Devastating Landslides Claim Lives in Northern Tanzania Amidst Worsening Climate Crisis

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Tragedy struck northern Tanzania as heavy rainfall triggered landslides, claiming the lives of at least 47 people and injuring 85 others, according to local officials.

The landslides, a consequence of flooding in the town of Katesh, situated 300km north of Dodoma, have prompted warnings that the death toll could rise as rescue efforts continue.

District Commissioner Janeth Mayanja reported that incessant rain on Saturday led to the landslides, which have not only claimed lives but have also left many roads blocked by mud, water, and debris, hampering rescue operations in the affected area.



Tanzania’s President, Samia Suluhu Hassan, currently in Dubai for the COP28 climate conference, expressed her condolences and announced the deployment of additional government resources to aid in the rescue efforts. In a video message posted online by the Tanzanian Ministry of Health, President Hassan expressed shock at the incident and pledged support for the affected community.

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The devastating landslides come as East Africa grapples with the aftermath of an unprecedented drought, followed by weeks of torrential rain and flooding linked to the El Nino weather phenomenon. The impact of this extreme weather is felt across the region, with over a million people displaced in Somalia and hundreds dead. In May, Rwanda experienced fatal floods and landslides, resulting in the deaths of at least 130 people.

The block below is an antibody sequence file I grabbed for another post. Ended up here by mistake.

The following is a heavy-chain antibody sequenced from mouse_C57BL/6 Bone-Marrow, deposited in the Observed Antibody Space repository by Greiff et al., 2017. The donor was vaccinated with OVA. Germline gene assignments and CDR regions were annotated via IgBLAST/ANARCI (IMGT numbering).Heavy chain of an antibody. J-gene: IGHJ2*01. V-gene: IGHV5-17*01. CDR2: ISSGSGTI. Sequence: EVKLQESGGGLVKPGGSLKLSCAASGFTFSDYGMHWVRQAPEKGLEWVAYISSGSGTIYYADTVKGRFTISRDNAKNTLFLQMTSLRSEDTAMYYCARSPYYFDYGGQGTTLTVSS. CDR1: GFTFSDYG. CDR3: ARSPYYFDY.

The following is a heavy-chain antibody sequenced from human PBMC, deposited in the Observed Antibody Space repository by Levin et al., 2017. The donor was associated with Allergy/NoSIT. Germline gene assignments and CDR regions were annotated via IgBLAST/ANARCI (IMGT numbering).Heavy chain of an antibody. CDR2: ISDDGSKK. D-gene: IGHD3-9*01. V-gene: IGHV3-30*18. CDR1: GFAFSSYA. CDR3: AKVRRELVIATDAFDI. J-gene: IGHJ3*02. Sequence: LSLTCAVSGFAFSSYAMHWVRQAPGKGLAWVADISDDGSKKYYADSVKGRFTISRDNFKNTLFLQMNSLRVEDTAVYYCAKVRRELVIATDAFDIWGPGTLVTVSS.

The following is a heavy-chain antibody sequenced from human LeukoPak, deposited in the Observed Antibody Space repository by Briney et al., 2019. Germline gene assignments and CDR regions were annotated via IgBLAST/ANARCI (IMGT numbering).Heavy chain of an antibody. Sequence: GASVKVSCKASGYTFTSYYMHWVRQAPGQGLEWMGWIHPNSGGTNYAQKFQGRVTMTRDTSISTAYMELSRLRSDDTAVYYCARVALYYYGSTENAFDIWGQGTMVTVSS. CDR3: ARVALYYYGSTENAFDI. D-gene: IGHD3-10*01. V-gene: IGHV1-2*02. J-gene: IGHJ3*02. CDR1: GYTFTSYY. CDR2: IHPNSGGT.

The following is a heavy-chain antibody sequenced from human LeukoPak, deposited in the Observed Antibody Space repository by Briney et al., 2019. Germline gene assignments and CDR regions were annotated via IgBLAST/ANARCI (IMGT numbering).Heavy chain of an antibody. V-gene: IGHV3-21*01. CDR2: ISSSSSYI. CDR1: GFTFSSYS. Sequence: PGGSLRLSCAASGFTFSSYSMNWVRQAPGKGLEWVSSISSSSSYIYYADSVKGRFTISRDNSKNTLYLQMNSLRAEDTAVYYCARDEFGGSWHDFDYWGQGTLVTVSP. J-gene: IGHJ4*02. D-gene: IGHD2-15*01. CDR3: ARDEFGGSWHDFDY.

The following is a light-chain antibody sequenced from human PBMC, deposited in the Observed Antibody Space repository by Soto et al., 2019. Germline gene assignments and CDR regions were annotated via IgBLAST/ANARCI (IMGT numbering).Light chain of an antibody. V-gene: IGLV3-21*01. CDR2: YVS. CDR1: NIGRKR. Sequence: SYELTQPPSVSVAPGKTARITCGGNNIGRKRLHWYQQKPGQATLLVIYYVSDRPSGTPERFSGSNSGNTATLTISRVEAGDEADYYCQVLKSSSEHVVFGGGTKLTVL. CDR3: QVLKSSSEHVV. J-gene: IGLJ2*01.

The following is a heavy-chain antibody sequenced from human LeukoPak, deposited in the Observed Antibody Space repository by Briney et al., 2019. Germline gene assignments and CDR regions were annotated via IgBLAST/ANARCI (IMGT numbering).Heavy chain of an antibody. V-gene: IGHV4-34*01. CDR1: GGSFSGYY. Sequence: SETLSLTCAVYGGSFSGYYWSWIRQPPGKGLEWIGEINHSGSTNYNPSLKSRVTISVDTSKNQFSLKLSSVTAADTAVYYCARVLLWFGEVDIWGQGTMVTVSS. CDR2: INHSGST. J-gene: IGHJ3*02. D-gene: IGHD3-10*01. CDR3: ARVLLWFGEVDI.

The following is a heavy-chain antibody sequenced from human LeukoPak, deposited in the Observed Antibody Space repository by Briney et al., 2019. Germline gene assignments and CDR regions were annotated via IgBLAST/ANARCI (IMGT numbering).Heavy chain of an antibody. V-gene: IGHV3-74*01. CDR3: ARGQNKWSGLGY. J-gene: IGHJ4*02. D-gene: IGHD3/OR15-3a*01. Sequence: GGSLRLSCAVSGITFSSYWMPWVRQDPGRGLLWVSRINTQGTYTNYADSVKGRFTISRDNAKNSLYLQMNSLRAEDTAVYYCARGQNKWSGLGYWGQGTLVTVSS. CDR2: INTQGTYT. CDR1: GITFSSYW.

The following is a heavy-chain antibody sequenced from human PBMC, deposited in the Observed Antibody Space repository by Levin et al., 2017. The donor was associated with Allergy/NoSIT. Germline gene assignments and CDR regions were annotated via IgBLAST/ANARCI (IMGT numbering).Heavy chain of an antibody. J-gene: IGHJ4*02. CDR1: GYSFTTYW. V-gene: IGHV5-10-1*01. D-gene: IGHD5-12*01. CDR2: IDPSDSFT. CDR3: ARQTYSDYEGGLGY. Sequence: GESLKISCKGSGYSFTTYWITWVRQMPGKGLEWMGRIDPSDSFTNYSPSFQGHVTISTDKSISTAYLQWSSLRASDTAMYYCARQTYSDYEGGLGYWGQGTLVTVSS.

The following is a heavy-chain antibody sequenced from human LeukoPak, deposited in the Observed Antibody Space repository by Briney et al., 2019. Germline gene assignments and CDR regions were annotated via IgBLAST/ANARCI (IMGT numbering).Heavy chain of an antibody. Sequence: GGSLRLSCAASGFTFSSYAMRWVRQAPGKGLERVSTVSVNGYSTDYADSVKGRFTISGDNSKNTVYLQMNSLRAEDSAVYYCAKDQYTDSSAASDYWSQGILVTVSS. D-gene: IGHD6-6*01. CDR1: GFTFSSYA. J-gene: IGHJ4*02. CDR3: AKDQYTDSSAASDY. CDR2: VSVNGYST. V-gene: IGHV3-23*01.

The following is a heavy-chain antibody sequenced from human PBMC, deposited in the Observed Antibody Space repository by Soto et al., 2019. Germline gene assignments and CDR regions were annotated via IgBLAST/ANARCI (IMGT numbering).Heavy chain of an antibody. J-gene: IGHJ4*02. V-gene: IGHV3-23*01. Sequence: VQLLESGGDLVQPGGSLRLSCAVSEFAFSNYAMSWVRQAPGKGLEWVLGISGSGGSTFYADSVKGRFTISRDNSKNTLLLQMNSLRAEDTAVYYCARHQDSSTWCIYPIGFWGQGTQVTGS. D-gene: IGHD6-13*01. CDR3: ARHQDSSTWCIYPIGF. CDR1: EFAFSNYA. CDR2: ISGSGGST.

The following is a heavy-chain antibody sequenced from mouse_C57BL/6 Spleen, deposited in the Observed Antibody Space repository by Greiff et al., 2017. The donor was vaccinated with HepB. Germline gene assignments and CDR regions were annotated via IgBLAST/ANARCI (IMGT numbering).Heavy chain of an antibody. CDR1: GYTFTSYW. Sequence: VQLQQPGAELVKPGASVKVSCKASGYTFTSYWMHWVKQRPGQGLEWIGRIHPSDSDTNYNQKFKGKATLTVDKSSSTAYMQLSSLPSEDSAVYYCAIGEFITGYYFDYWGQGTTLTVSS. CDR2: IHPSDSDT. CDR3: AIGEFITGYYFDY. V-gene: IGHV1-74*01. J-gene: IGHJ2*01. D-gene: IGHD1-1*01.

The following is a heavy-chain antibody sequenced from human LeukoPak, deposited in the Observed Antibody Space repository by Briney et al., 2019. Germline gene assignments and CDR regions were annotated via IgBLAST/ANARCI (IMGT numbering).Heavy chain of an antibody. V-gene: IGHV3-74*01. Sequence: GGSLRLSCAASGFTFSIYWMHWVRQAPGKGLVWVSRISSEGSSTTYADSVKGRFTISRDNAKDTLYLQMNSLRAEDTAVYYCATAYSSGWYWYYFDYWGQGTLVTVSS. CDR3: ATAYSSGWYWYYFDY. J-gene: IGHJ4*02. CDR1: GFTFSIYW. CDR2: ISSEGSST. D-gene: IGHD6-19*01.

The Horn of Africa has become increasingly vulnerable to climate change, witnessing more frequent and intense extreme weather events. Since late 2020, Somalia, Ethiopia, and Kenya have been experiencing the region’s worst drought in 40 years.

African leaders, acknowledging the urgent need for climate action, are pushing for new global taxes and changes to international financial institutions to address climate change. At the COP28 summit in Dubai, a “loss and damage” fund was launched to hold historical polluters accountable for damages sustained by countries most affected by the climate crisis.



While 118 countries pledged to boost clean energy at the summit, the global community still falls short of the Paris Agreement’s target to limit global warming to 1.5 degrees Celsius. Scientists warn that the worst effects of the current El Nino are expected to be felt at the end of 2023 and into the following year, emphasizing the critical need for immediate and comprehensive climate action.



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